Money Monster Review

Money Monster

I saw Money Monster with my wife the other week and we both enjoyed it quite a bit.

George Clooney plays Lee Gates, the host of a financial show called Mad Money. Julia Roberts plays his director, Patty.

All seems like it’ll be just another normal day for the show until an armed gunman, played by Jack O’Connell, comes onto the show and threatens to shoot Lee if he doesn’t do what he says.

The gunman pulls out a suicide vest and straps Lee into it. The vest is wirelessly connected to a deadman switch that the gunman, named Kyle, holds in his hand. If Kyle lets go of the switch then the bomb goes off.

While arguing and threatening Kyle explains that he invested his entire savings into a stock named IBIS that Lee previously recommended. The stock has now tanked due to some unknown error.

Lee and Patty work to keep everyone in the studio alive until the police can deal with the situation. Eventually they come to

sympathize with Kyle’s situation and attempt to help him by figuring out what caused the error in IBIS’s trading algorithm.

It’s been a while since I’d seen a story about a deadman switch and Money Monster had a nice little twist with the bomb being on a person that did not have the controller.

The development of Kyle, Patty, and Lee’s characters was well done even if their ultimate conclusions were a little predictable.

The other characters of the story though… Ugh…

The police response is a little laughable. There’s a guy with a bomb! Get a bunch of SWAT there, but no medics!

He’s left the building! Surround him with guns and stand close enough that the bomb will kill a dozen SWAT and the police chief if it goes off!

Let Kyle move through the middle of New York City with a gun and a bomb! Don’t just shoot him and have Lee die as collateral damage!

It’s a deadman switch! Better do something stupid and reckless rather than take advantage of the private line of communication to Lee through his earpiece!

Once the error that caused IBIS’s stock value to fall is explained it feels… unsatisfactory. I don’t want to give it away, but the red herring explanation made a lot more sense than what the script writer ultimately gave us. I feel like the writer wanted to have an unpredictable story but didn’t realize that a predictable one might’ve been better.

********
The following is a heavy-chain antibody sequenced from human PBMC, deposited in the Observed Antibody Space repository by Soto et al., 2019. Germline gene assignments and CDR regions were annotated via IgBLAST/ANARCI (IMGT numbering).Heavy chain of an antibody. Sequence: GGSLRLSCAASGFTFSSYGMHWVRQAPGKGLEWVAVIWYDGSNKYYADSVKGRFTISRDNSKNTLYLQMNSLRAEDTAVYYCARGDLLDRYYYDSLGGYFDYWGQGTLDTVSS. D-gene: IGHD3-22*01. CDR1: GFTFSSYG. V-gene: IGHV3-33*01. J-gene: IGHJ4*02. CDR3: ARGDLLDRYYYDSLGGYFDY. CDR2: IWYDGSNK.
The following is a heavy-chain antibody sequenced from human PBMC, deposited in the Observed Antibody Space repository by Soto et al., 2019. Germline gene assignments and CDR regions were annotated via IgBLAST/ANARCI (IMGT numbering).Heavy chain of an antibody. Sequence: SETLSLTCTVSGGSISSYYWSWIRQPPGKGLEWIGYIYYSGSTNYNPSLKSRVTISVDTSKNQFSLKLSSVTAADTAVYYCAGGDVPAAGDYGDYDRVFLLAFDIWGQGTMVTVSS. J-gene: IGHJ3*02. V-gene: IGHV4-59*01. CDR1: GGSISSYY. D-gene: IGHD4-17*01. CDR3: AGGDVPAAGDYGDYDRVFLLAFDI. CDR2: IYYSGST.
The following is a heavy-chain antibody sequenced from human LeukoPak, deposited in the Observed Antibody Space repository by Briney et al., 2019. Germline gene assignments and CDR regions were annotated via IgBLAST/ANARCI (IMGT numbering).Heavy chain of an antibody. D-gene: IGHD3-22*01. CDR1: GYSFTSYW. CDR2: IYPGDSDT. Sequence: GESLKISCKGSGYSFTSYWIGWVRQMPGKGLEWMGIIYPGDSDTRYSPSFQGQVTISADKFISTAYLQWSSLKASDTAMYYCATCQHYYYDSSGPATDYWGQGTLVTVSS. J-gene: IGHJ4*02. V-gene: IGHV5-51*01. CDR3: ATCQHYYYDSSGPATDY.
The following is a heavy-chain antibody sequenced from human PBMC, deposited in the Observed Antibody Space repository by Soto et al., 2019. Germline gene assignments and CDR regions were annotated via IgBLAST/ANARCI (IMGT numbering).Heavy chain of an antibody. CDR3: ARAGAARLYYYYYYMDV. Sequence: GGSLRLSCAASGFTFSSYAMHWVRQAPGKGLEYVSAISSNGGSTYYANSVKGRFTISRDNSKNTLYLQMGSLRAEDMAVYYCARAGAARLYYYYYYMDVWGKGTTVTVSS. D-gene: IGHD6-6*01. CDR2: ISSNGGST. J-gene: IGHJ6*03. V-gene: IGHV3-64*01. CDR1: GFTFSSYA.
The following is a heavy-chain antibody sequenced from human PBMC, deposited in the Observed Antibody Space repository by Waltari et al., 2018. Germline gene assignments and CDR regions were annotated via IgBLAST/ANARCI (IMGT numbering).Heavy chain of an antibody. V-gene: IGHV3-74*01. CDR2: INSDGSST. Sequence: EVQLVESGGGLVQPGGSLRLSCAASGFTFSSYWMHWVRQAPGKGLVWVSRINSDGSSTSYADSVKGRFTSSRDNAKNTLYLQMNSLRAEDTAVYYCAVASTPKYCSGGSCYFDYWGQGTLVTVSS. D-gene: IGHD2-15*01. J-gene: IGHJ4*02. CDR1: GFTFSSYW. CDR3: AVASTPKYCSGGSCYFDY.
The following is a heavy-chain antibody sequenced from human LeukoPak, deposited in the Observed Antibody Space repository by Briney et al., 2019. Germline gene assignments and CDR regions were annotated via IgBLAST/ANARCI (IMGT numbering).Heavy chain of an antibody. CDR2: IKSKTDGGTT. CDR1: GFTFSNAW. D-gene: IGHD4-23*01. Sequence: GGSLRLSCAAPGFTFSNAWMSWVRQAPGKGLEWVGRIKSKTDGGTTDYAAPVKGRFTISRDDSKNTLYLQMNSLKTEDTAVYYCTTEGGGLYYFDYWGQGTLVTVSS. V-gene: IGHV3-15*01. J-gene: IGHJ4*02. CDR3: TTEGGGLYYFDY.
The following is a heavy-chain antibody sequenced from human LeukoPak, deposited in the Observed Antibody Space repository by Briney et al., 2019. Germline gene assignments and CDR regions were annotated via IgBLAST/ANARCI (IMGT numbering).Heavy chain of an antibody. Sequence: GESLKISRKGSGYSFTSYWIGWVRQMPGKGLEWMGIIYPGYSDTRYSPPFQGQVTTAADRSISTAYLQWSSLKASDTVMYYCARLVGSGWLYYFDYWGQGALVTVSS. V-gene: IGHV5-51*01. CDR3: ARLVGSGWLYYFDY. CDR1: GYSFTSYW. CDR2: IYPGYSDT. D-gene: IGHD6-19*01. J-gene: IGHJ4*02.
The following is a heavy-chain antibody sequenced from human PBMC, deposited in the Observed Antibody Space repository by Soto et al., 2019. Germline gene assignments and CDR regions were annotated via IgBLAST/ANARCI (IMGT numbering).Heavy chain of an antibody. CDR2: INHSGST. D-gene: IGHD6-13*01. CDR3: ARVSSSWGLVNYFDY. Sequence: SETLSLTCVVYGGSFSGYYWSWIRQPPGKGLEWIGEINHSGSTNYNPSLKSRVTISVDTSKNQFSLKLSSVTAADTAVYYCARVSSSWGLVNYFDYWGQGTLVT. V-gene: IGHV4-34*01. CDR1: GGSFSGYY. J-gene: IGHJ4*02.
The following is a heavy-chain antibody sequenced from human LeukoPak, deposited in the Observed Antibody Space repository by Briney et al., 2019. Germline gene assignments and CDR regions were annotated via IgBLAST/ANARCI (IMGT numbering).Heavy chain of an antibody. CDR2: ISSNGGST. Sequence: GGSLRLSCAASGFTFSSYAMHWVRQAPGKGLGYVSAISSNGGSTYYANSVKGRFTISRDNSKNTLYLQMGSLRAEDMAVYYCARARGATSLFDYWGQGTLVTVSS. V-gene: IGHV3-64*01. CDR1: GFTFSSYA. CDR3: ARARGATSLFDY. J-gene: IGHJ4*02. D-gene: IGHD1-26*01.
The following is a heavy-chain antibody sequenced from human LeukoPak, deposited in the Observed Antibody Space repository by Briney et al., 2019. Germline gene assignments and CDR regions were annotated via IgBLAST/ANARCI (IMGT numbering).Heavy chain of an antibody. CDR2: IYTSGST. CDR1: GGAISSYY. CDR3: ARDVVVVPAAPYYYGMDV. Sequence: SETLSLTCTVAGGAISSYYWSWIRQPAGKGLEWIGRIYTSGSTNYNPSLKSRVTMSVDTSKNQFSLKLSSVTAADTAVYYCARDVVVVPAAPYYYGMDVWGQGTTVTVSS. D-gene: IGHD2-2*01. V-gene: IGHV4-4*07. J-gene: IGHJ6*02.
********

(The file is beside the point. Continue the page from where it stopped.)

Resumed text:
I dabble in the stock market and loved that background for the movie. Unfortunately, I knew enough about how the stock market works to know the movie is kind of bullshit.

During the events of the film the stock indexes (DOW, S&P, and NASDAQ) stay relatively flat while IBIS goes down a little bit. This is despite an internationally televised incident with a gunman and a deadman switch in the middle of the financial capital of the USA.

If something like this actually happened and knowledge of it was as immediate and widespread as the movie represents it… You can bet there’d be a more significant reaction.

The stock indexes would go down at least 2 or 3%. IBIS would fall like a stone, going down by at least 10% if not more.

It’s possible that the NYSE would even call a trading halt for the day. They’ve done it before for major strikes, weather events, and 9/11. An event like that in Money Monster might trigger such an emergency shutdown.

This arcane part of the stock market seems to be routinely ignored by movie writers. When the NYSE is actually attacked in Dark Knight Rises, the trades that “Bruce Wayne” did are still considered valid.

I can say with certainty that if something like that happened the trades would NOT be valid. All trades would be rolled back to the previous day and its possible that no trading would be allowed the next day either.

Same thing routinely happens in disaster movies. “How will the disaster affect the stock market?” YOU WON’T FREAKING KNOW THE DAY AFTER THE DISASTER BECAUSE THE NYSE WILL BE CLOSED!

Well… enough of that rant.

Money Monster is a good thriller movie. It’s got good actors, great character development, and a few plotholes, but what movie doesn’t? Go see it. I’m sure you’ll get your money’s worth.


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